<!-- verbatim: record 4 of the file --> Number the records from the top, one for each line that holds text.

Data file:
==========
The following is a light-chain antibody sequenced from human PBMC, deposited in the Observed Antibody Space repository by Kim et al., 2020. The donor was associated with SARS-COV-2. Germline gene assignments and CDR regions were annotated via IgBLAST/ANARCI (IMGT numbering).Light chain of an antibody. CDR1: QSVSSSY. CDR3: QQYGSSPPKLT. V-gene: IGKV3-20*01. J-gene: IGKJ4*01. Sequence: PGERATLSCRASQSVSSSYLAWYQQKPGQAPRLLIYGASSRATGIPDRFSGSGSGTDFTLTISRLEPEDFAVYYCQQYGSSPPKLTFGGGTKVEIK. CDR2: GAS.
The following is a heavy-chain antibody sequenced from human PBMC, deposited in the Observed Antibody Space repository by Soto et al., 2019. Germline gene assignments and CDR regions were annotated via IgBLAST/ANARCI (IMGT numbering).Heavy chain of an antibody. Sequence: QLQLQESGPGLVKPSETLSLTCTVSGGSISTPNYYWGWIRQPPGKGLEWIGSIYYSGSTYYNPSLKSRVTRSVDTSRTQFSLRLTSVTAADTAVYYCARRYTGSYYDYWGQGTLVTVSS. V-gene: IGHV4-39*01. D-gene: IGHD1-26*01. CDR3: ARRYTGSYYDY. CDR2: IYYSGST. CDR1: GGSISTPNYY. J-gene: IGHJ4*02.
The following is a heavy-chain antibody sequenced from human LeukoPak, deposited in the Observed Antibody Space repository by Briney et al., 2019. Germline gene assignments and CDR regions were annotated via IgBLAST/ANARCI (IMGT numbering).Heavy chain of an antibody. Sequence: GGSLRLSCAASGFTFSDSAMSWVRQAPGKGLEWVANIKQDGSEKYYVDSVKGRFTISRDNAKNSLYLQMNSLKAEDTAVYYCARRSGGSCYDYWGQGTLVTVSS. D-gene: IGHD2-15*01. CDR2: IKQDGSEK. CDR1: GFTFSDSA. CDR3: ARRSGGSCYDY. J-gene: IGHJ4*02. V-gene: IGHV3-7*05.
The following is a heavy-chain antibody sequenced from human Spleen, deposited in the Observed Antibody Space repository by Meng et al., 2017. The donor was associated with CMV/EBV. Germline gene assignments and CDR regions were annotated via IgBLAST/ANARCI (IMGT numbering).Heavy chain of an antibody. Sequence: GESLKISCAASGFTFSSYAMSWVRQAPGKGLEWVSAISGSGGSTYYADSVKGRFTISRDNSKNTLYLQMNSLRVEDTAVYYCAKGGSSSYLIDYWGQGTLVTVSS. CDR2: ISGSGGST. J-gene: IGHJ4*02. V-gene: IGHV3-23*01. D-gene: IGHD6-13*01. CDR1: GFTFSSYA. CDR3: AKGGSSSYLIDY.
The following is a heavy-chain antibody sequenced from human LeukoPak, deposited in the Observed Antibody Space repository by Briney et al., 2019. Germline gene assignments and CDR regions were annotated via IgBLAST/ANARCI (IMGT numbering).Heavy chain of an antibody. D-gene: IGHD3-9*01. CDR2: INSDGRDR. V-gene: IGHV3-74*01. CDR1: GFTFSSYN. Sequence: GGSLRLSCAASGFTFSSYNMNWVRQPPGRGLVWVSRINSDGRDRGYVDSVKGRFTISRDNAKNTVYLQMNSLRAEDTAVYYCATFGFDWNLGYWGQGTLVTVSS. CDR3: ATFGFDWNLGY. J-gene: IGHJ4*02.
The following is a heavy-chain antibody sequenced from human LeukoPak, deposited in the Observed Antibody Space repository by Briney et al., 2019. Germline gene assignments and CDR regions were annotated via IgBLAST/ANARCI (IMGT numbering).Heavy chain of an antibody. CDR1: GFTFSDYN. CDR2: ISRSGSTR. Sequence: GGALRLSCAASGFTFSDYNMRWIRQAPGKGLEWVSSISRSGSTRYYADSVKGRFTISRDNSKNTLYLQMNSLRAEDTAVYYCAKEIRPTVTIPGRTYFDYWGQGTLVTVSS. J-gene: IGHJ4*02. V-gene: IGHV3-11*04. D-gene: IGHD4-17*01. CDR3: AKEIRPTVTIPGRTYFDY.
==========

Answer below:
The following is a heavy-chain antibody sequenced from human Spleen, deposited in the Observed Antibody Space repository by Meng et al., 2017. The donor was associated with CMV/EBV. Germline gene assignments and CDR regions were annotated via IgBLAST/ANARCI (IMGT numbering).Heavy chain of an antibody. Sequence: GESLKISCAASGFTFSSYAMSWVRQAPGKGLEWVSAISGSGGSTYYADSVKGRFTISRDNSKNTLYLQMNSLRVEDTAVYYCAKGGSSSYLIDYWGQGTLVTVSS. CDR2: ISGSGGST. J-gene: IGHJ4*02. V-gene: IGHV3-23*01. D-gene: IGHD6-13*01. CDR1: GFTFSSYA. CDR3: AKGGSSSYLIDY.